Planning for a New IdP in Metadata
Are you planning to register an IdP in the InCommon Federation? This document addresses a set of topics that are best considered in advance, before registering the actual IdP metadata.
Designated Site Administrators
One of the first things a prospective Federation participant should do is designate at least two Site Administrators to manage metadata. Beyond the obvious advantages of having a trained administrator for backup purposes, multiple Site Administrators has security advantages as well. Like password changes, metadata updates generate email notifications to all designated Site Administrators, which helps prevent both honest mistakes and malicious activity.
The importance of a secure, automated metadata refresh process can not be over-emphasized. All participants are strongly encouraged to configure their software to refresh and verify metadata at least daily. An optimal process will attempt to refresh metadata every hour and intelligently short-circuit that attempt if the metadata file has not changed on the server. The latter is accomplished using a technique called HTTP Conditional GET.
Read more about Metadata Consumption...
A secure web server typically protects its browser-facing resources with TLS. To obtain a trusted TLS certificate, an administrator issues a Certificate Signing Request (CSR) to a trusted CA. In doing so, a private TLS key is generated. This key must be generated securely and kept safe for the entire lifetime of the server.
Read more about TLS Server Certificates...
A SAML IdP is a secure web server that issues SAML assertions to SPs upon request. Assertions are signed by the IdP for authenticity and integrity. The IdP administrator generates a private signing key for this purpose. (The corresponding public key is bound to a long-lived, self-signed certificate published in SAML metadata.) Like the TLS key, the signing key must be generated securely and kept safe indefinitely. A compromised IdP signing key is the absolute worst thing that can happen in a federated context.
Read more about IdP Key Handling...
Develop a strategy for securing your private keys before you generate them. Avoid unnecessary exposure by generating the keys on the IdP in the first place. Strictly control access to the IdP system on which the keys are stored. Keep the IdP software and the underlying operating system software patched and up to date.
Use of Primary Domain
An organization's primary domain is a critical piece of information used repeatedly in metadata.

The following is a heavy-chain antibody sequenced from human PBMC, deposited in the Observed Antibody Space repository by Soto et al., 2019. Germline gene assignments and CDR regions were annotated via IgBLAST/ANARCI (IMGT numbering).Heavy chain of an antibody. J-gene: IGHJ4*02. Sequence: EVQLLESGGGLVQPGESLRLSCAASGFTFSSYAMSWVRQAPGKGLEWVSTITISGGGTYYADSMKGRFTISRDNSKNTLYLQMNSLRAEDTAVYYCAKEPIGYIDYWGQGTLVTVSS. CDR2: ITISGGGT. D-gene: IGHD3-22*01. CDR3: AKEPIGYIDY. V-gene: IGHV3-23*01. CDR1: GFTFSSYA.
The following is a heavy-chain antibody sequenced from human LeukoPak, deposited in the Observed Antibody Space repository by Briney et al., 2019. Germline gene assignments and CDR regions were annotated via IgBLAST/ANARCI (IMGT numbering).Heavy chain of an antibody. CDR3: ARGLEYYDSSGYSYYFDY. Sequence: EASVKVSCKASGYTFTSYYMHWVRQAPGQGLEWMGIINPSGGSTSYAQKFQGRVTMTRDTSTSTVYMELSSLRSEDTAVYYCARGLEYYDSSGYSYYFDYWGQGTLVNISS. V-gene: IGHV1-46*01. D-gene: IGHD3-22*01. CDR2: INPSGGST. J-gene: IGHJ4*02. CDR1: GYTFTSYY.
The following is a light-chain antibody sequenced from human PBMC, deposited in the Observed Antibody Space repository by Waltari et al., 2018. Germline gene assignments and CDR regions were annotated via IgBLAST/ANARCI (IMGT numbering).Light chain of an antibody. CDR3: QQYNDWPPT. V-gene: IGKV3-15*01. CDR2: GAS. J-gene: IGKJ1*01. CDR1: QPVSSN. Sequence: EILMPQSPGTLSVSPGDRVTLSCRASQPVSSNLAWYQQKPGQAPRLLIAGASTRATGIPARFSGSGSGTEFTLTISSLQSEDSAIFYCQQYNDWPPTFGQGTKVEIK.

Read more about an organization's Primary DNS Domain...
The entityID is an identifier for your IdP. Although it is almost always a URL, an entityID is a name (not a location). One of your first (and perhaps most important) tasks is to choose a permanent entityID in a namespace you control. Thus the host part of the chosen URL must be rooted in a DNS name you control (as indicated in the whois database or via a Domain Control Validation process administered by the Registration Authority (InCommon)). This is almost always the primary domain of your organization.
where the primary domain is
Choose your entityID carefully—you may not get a second chance. Once an entityID is released into the wild, it will be difficult to change, at least not without a lot of pain.
Read more about Entity ID in metadata...
A Scope is a suffix appended to so-called scoped attributes (such as eduPersonPrincipalName). The attribute's Scope indicates the asserting IdP, which is why the best Scope value is the primary domain of the organization.. Since scoped attributes are typically used for access control at the SP, they are likewise difficult to change once released into the wild.
Avoid multiple Scopes in metadata.
Read more about Scope in Metadata...
Each of the SAML endpoints published in metadata has a location. Some of these endpoints are browser-facing, and so you should choose a logical hostname that makes sense to the user. This hostname need not agree with your entityID (which is a name, not a location) but in any case, the chosen hostname should be rooted in your primary domain for security, usability, and stability.
Read more about IdP Endpoints in metadata...
The following deployment strategy forces all protocol traffic over the front channel, which is easier to troubleshoot, manage, and maintain.
Recommended Protocol Support for New IdPs
- DO support SAML2 Web Browser SSO on the front channel
- DO NOT support back-channel SAML protocols
Read more about recommended Protocol Support for New IdPs...